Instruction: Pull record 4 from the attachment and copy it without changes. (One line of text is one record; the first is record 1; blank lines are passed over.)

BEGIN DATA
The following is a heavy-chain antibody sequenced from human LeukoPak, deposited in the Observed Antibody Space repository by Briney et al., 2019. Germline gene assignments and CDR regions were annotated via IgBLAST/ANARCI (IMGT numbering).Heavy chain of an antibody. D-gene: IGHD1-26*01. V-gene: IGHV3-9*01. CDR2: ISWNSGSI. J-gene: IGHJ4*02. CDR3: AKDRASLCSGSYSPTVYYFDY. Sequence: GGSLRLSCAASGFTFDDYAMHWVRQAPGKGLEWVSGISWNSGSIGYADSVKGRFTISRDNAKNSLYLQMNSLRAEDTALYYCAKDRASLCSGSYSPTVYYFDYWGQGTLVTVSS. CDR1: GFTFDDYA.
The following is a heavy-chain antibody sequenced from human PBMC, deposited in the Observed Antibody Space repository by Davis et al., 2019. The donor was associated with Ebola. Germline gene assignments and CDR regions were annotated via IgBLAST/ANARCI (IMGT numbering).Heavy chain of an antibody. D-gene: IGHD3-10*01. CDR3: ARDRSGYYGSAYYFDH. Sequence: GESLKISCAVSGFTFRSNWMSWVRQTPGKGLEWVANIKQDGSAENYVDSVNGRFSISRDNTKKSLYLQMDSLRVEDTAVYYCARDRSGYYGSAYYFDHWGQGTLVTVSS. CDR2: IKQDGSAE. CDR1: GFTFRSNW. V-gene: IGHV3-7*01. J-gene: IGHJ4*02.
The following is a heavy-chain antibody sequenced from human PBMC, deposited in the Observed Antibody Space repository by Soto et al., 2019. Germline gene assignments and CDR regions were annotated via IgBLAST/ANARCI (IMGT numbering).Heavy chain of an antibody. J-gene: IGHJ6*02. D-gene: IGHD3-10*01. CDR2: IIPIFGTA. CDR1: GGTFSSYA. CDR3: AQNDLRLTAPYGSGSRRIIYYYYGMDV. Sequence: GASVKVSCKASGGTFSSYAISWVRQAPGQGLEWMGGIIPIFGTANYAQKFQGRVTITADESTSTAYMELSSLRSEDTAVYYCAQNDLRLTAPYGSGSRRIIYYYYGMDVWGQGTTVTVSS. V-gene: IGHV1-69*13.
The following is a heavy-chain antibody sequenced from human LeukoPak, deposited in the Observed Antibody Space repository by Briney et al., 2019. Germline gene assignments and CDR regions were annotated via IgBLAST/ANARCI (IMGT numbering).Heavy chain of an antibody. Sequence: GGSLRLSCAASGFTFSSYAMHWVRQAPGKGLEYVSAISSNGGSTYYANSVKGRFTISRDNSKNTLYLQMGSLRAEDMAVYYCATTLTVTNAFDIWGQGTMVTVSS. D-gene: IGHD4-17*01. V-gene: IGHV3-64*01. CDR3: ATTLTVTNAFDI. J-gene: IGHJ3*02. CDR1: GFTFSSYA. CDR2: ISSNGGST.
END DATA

The following is a heavy-chain antibody sequenced from human LeukoPak, deposited in the Observed Antibody Space repository by Briney et al., 2019. Germline gene assignments and CDR regions were annotated via IgBLAST/ANARCI (IMGT numbering).Heavy chain of an antibody. Sequence: GGSLRLSCAASGFTFSSYAMHWVRQAPGKGLEYVSAISSNGGSTYYANSVKGRFTISRDNSKNTLYLQMGSLRAEDMAVYYCATTLTVTNAFDIWGQGTMVTVSS. D-gene: IGHD4-17*01. V-gene: IGHV3-64*01. CDR3: ATTLTVTNAFDI. J-gene: IGHJ3*02. CDR1: GFTFSSYA. CDR2: ISSNGGST.